And so of all people to think of the resonance between Hermia and JA, who more likely than Catherine Bigg, the sister of Harris Bigg and close friend of JA and CEEA. Catherine Bigg, who herself had, in 1808, perhaps buckled under pressure from her own family, in marrying Revd. Herbert Hill, a man _26_ years her senior--and also, of course, uncle to the poet (and Shakespeare devotee, no doubt) Robert Southey!

And think about some more context. In 1815, when Mary Russell Mitford quotes her friend, Mansfield Park has recently been published, and in MP we of course have Fanny Price's refusal to marry Henry Crawford as strong evidence that JA _still_ felt very good about her own resistance to pressure 12 years after the fact! Although JA did not collect an opinion about MP from Catherine Bigg Hill, we know that JA visited Catherine and her much older husband in 1811, and possibly again in 1814. Hmm......sounds even more likely.

I am guessing that if it was indeed Catherine Bigg who opined to Mary Russell Mitford about JA, it tells me that Catherine did _not_ (as has been suggested by several Austen biographers) hold any grudge against JA for not marrying Harris Bigg-Wither, but instead felt empathy and kinship with JA in their shared female resistance to patriarchal oppression.

Cheers, ARNIE

1 comment:

Arnie Perlstein said...

P.S. On 11/23/2011, Christy Somer wrote: "Arnie, The Catherine Bigg
idea is interesting, though there is another reasonable context
-Edward’s lawsuit. And this seems supported by what Miss Mitford writes after she has written her “single blessedness” recollections.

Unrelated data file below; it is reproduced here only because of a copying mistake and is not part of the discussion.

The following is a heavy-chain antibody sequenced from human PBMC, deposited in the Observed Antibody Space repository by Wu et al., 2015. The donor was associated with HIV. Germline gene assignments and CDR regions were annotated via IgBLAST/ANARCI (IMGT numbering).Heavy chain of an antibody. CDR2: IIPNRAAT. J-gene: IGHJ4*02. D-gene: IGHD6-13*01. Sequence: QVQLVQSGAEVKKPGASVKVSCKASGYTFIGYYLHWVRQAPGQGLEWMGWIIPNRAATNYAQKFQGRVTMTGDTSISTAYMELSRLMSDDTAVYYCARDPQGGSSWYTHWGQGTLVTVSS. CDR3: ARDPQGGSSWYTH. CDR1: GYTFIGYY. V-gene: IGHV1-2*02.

“….After all, I do not know that I can quite vouch for this account, though the friend from whom I received it is truth itself; but her family connections must render her disagreeable to Miss Austen, since she is the sister-in-law of a gentleman who is at law with Miss A.'s brother forthe greater part of his fortune. You must have remarked how much her stories hinge upon entailed estates; doubtless she has learnt to dislike entails. Her brother was adopted by a Mr. Knight, who left him his name and two much better legacies in an estate of five thousand a year in Kent, and another of nearly double the value in Hampshire; but it seems he forgotsome ceremony – passing a fine, I think they call it – with regard to the Hampshire property, which Mr. Baverstock has claimed in right of his mother, together with the mesne rents, and is likely to be successful." (April 3, 1815 vol. 1, of The Life of Mary Russell Mitford ed. by Rev.A.G. L'Estrange, 1870 pp. 305-7)


Thank you for the correction, my laziness in not checking behind the
famous quote resulted in my having no idea about the above paragraph
till you brought it forward. It does seem to settle the question pretty definitively, as to the source of the "single blessedness" part of Mitford's letter--it is indeed Miss Hinton who was the unnamed friend of MRM (RAAL quoted the above paragraph in The Life& Letters, and Le Faye, in her Family Record, quotes from a letter from Mrs. Austen to Anna in
which Mrs. Austen mentions a visit by Miss Hinton and then adds: "...we visit as heretofore, and are apparently as good Neighbours, as we were before the tremendous Law-Suit threatened us.")

So....if Miss Hinton really did tell that "poker" story to MRM, it means that Miss Hinton (who is mentioned only once in JA's letters, in passing, in one brief sentence) had some literary knowledge and also some very shrewd awareness of how JA was indeed watching her neighbours
and "taking notes". And perhaps Miss (Jane) Hinton (who was 44 in 1815) had been part of the same social circle as Madam Lefroy and Mrs. Russell, with JA perhaps having been a topic of conversation amongst all of them. And perhaps the lawsuit was a source of sadness to both JA and
Miss Hinton, who suddenly found themselves in the same dilemma as Romeo & Juliet, i.e., having their natural amity disturbed by a "feud" between their respective family members.

But...the above correction does not have any effect on the "husband
hunting butterfly" part, which appears to stand as an accurate report of what MRM's mother said to MRM about JA.

Thanks again,